Waikit Lau: My advice is whether you’re a tech guy or business guy, find your soulmate in some place in business. If you are a business guy, find your counterpart on the tech side. If you’re a tech guy, find your counterpart in business. To me, you just need one other co-founder. This is where your past experience comes into play. Who have you worked well with that you can rely on? That’s really important.
There are two reasons why startups don’t make it. Number one is, they run out of money. Number two, is the founders give up. A lot of times, the root cause of founders giving up is that the founders just don’t get along. That’s really important. You’re going to spend more time with your co-founder than your spouse. It’s non-deterministic. Invest time in going out and networking. Meet people. Spend a few months working with people who excite you and see how that pans out. It’s important to test things out.
Sramana Mitra: I would make one comment. We are seeing a very big uptick in solo founders getting to a million in revenue. It’s typically not the kinds of companies that you described in your portfolio. These are not the fat startups’ style. They tend to be coming from the lean startup area. It’s an unusually prolific time for solo entrepreneurs as well.
With very little money and using a bunch of freelancers, you can actually put together companies these days that will get you to a million a year. One of our case studies that I’ve always loved is a company called Fine Art America. It’s a company that had just three people and they were doing $5 million a year, which is an unbelievable level of scaling.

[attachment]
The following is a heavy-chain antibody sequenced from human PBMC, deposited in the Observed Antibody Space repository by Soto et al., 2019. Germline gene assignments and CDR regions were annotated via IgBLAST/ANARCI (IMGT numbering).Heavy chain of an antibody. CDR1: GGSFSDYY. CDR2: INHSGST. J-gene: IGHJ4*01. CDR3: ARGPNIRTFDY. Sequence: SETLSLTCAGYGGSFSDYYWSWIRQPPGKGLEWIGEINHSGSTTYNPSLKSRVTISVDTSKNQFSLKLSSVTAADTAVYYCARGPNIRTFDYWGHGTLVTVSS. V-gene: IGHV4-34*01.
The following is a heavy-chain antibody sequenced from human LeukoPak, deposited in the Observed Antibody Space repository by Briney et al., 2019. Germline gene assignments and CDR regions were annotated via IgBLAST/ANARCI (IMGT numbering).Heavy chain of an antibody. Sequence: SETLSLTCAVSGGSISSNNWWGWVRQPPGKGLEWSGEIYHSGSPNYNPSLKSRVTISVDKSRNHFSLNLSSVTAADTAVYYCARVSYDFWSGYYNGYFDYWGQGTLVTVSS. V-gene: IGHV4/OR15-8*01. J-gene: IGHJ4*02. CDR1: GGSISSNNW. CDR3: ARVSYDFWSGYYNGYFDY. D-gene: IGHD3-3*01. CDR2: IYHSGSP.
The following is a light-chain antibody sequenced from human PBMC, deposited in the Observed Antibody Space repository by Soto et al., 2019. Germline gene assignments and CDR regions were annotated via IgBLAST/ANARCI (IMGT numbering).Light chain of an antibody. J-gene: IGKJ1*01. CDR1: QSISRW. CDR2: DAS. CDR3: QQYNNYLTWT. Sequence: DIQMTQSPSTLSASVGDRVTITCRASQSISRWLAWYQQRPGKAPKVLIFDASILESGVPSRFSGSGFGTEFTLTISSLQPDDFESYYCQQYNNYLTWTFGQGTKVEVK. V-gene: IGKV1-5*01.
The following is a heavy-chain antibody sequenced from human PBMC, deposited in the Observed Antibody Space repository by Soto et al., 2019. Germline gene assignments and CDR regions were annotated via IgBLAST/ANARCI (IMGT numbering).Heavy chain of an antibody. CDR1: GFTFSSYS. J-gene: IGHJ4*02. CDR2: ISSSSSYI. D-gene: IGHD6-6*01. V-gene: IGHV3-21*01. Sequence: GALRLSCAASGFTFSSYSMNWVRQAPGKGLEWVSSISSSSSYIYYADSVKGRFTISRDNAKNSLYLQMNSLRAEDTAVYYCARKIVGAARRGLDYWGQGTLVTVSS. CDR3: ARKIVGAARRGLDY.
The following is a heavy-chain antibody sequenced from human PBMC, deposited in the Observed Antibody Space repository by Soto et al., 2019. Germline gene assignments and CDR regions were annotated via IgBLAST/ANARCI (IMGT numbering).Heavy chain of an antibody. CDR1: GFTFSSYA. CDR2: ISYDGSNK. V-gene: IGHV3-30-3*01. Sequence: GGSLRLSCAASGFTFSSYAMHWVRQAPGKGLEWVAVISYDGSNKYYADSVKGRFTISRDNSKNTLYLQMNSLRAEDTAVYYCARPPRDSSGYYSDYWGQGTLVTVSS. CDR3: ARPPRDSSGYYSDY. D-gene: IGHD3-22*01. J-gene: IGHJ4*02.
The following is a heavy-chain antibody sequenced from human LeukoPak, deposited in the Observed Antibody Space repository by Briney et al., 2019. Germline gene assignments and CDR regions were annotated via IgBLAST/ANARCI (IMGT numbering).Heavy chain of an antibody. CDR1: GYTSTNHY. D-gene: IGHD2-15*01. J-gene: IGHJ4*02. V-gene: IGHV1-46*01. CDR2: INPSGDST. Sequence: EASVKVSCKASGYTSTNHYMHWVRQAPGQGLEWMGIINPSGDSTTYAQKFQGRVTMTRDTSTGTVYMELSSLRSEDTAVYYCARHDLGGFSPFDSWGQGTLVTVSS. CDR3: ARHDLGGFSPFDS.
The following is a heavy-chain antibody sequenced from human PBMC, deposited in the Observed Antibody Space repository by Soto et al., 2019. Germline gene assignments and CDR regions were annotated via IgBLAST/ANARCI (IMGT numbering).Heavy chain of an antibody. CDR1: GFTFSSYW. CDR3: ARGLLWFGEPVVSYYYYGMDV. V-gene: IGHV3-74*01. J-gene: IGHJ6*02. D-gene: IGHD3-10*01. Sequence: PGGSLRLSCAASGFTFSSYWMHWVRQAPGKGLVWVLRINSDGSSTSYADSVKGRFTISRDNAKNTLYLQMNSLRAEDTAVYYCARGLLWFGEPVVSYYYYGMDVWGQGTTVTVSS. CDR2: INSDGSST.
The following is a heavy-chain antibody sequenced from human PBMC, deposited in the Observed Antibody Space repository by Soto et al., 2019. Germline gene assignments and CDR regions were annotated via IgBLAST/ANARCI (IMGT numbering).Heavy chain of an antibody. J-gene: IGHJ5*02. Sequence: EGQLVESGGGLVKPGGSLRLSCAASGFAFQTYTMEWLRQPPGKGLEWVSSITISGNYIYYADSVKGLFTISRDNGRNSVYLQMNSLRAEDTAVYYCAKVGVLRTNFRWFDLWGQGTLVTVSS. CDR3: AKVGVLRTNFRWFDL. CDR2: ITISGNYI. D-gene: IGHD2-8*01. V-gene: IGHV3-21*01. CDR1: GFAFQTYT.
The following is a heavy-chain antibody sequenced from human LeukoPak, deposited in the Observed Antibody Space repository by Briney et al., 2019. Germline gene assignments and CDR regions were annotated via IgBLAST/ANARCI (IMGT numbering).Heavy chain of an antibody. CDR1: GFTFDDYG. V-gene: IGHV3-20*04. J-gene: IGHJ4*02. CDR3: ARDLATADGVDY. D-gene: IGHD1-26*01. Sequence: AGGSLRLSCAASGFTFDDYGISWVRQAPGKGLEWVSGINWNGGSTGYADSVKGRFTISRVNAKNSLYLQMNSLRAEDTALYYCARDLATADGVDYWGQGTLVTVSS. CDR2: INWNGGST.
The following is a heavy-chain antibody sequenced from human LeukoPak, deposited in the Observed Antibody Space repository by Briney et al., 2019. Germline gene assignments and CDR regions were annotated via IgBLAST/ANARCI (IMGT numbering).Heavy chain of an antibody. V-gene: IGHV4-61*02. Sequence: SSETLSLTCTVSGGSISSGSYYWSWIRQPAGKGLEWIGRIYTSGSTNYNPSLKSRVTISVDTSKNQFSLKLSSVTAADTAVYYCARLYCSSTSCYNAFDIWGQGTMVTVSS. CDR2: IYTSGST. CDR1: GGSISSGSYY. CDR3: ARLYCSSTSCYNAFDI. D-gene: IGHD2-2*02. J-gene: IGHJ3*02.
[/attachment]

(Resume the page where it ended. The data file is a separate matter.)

Waikit Lau: These are my favorite kind of companies. This is why I tell people that raising money shouldn’t be the first choice. The best kind of financing is from your customers. Why do you want to sell pieces of your company if you don’t have to? I’ll give you another example. There are so many open-source offerings today that you can scale and build a lot of stuff with just a limited number of people.
There’s a company called BuiltWith. It’s by a gentleman named Gary Brewer. To me, he’s the extreme classical case. One guy built this business over a period of 10 years. I believe his run rate right now is $12 million. My guess is that his stuff is so automated that he works like four hours a day. To me, once you get a company to that stage, that’s the ideal. Then if you want to raise money, you control the cards. If you want to keep it a lifestyle business that justs spins off cash, you can do that.
Sramana Mitra: In the One Million by One Million program, we are completely inclusive of those companies that want to build and bootstrap getting to $1 million to $5 million range. You don’t have to go from zero to $100 million in five to seven years, which is what VCs are looking for, but you can build successful businesses in other ways. Thank you for your time.